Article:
The prominent Black Lives Matter activist, Shaun King, this week argued that depictions of a “white Jesus” should be taken down because they are a “gross form of white supremacy.”
“I think the statues of the white European they claim is Jesus should also come down,” the 40-year-old tweeted, adding that the call extended to “all murals and stained glass windows of white Jesus, and his European mother, and their white friends.”
Bishop Donald J. Hying of Madison, Wisconsin, later condemned the demand as an example of the “secular iconoclasm of the current moment”. He said that such “violence will only perpetuate the prejudice and hatred it ostensibly seeks to end.”
Meanwhile, Anglican Archbishop of Canterbury Justin Welby told the BBC that he agreed that the “way the Western Church portrays Jesus needs to be thought about again” but noted that “you don’t see a white Jesus” in many churches around the world. “You see a black Jesus, a Chinese Jesus, a Middle Eastern Jesus – which is of course the most accurate – you see a Fijian Jesus,” he said.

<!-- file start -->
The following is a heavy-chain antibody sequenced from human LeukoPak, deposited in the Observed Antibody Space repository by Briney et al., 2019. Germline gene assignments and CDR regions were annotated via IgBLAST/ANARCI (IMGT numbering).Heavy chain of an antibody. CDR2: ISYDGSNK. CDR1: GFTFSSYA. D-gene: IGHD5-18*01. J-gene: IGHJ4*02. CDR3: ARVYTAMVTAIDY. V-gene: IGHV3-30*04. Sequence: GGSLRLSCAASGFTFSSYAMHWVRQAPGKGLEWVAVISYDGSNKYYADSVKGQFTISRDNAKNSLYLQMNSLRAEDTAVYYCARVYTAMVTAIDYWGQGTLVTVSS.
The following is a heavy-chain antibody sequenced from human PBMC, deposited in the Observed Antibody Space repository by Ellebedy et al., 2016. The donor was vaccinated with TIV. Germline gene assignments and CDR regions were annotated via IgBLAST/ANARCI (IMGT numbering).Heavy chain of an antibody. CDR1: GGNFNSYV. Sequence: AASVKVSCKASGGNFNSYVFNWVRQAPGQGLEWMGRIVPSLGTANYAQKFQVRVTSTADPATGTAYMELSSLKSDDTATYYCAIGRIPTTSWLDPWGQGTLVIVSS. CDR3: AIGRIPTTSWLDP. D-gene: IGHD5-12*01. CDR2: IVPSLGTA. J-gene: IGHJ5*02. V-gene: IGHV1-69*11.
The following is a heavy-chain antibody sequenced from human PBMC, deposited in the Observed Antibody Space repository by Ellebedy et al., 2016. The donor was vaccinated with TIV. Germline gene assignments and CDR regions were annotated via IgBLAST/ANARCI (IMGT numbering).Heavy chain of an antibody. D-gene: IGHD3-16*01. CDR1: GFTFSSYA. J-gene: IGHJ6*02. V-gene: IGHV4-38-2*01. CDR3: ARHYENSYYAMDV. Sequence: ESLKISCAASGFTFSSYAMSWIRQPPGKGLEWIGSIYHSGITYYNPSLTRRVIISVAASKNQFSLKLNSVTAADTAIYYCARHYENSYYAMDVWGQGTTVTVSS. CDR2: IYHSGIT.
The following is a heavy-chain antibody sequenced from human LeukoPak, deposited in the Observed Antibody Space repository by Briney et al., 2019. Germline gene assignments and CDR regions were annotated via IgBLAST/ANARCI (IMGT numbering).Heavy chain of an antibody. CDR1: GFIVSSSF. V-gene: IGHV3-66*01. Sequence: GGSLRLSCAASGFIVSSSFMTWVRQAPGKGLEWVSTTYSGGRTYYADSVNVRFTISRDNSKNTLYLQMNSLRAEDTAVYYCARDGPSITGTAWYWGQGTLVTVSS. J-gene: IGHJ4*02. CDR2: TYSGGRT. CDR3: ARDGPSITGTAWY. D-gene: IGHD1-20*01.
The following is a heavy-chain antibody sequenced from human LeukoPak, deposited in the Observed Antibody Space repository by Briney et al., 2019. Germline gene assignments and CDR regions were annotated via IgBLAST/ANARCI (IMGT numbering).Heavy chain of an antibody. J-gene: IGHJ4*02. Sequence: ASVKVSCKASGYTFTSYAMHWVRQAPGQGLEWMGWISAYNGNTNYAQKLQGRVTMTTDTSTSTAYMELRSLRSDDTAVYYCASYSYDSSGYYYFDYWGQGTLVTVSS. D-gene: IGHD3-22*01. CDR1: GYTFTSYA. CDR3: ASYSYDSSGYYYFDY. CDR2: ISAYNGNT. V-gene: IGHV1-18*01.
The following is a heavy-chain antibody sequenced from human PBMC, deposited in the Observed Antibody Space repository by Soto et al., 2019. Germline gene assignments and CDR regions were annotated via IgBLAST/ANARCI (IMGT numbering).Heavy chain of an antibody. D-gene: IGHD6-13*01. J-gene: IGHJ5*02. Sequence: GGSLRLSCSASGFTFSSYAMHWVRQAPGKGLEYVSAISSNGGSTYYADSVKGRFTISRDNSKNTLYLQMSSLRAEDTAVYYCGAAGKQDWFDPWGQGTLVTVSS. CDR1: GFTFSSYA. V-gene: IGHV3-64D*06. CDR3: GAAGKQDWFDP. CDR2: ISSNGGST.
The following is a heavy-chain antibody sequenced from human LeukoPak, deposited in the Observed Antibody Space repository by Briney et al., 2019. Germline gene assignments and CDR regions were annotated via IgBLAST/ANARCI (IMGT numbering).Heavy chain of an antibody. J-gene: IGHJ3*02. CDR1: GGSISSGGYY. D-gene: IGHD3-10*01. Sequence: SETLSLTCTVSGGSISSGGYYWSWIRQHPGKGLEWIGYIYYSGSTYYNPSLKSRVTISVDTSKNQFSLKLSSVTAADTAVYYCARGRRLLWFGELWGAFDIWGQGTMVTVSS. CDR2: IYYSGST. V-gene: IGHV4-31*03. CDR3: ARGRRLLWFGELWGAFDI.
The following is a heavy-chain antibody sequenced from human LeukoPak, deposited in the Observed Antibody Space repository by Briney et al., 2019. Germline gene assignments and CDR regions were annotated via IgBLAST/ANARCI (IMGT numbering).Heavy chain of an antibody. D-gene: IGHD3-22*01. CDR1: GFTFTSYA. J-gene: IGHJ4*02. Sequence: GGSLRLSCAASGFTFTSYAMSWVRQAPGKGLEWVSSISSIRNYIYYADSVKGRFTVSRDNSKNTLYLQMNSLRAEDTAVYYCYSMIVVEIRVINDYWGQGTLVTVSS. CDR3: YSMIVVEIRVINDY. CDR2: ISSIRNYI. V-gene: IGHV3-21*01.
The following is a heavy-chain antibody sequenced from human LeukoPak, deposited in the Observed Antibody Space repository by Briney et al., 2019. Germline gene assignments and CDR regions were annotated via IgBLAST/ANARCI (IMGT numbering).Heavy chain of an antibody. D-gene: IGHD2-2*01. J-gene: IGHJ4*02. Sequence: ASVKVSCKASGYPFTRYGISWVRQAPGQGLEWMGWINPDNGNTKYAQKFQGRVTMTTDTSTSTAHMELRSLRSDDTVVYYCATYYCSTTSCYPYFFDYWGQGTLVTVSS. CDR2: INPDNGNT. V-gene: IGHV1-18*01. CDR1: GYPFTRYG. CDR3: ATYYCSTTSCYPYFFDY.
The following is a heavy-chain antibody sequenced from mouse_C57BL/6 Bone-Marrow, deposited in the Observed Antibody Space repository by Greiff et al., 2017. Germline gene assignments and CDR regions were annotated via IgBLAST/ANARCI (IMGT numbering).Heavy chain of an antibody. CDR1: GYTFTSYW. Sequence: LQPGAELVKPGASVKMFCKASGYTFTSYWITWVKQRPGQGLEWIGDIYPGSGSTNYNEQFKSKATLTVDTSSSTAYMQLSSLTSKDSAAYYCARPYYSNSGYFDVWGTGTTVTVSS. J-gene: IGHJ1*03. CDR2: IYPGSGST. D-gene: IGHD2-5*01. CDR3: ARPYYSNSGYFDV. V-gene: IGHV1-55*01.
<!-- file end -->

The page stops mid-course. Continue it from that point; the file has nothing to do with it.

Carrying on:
Below is a brief sample of this wealth of multi-ethnic iconography. Some of these works come from Europe, where Song of Songs 1:5 (“I am black and beautiful”) was sometimes inscribed below depictions of the Black Madonna and Child. Others come from South America, Asia and Africa, where the faithful naturally sought to depict Christ and the saints, as Bishop Hying put it, “through the particular lens of their own culture”.
Featured image: The Black Madonna and Child of Częstochowa in the Polish cemetery of Breda in the Netherlands, after being vandalized by activists (Photo: Pix4Profs/René Schotanus).
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